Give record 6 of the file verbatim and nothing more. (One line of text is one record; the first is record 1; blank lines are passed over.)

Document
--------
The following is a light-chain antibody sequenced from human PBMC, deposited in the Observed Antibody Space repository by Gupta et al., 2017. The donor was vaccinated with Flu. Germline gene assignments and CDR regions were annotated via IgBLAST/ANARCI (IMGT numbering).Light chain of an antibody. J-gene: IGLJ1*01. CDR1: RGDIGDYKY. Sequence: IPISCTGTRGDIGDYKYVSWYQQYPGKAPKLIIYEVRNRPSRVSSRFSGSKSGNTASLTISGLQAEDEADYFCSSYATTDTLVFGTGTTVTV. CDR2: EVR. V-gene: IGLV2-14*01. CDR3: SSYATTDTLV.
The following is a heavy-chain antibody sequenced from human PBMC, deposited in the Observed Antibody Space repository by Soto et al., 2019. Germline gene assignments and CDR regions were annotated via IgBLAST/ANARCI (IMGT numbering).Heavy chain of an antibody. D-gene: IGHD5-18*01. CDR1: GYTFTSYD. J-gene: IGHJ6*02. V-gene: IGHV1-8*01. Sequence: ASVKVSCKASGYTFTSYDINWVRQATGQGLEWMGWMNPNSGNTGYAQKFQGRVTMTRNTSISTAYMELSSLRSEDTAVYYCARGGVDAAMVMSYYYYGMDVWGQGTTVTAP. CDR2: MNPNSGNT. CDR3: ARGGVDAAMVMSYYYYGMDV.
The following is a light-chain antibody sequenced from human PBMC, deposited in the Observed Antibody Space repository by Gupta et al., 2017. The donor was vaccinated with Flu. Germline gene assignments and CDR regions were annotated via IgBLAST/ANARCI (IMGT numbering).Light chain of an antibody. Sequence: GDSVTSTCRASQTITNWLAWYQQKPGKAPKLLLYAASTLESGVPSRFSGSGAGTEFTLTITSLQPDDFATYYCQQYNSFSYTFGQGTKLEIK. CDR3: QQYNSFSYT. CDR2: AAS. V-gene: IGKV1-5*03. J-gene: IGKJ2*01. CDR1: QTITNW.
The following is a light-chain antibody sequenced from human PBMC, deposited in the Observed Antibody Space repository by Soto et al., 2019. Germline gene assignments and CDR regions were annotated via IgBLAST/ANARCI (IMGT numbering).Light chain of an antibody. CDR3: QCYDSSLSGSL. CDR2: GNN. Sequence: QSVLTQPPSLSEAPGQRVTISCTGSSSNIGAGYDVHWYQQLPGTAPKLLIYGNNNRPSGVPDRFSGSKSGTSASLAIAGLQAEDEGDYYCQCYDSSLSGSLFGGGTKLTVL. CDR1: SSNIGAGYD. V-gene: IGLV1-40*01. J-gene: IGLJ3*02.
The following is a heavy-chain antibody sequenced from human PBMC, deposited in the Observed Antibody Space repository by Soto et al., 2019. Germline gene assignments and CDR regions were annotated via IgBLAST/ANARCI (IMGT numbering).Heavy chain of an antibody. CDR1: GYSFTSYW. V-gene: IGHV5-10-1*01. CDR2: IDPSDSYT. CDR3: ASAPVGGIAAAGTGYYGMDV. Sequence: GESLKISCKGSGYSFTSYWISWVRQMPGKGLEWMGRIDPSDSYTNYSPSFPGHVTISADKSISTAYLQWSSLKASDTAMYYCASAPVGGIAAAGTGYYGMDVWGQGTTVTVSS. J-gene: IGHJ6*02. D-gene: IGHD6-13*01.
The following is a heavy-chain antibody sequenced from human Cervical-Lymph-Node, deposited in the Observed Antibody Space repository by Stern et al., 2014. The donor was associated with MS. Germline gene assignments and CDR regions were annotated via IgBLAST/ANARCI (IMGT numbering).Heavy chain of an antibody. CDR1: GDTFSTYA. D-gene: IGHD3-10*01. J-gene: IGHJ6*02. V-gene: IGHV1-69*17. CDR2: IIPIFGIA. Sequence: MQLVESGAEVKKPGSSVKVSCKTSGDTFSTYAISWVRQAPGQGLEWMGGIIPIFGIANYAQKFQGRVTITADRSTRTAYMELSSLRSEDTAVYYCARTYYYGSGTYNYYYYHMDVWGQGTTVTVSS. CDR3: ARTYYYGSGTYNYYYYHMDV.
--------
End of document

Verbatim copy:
The following is a heavy-chain antibody sequenced from human Cervical-Lymph-Node, deposited in the Observed Antibody Space repository by Stern et al., 2014. The donor was associated with MS. Germline gene assignments and CDR regions were annotated via IgBLAST/ANARCI (IMGT numbering).Heavy chain of an antibody. CDR1: GDTFSTYA. D-gene: IGHD3-10*01. J-gene: IGHJ6*02. V-gene: IGHV1-69*17. CDR2: IIPIFGIA. Sequence: MQLVESGAEVKKPGSSVKVSCKTSGDTFSTYAISWVRQAPGQGLEWMGGIIPIFGIANYAQKFQGRVTITADRSTRTAYMELSSLRSEDTAVYYCARTYYYGSGTYNYYYYHMDVWGQGTTVTVSS. CDR3: ARTYYYGSGTYNYYYYHMDV.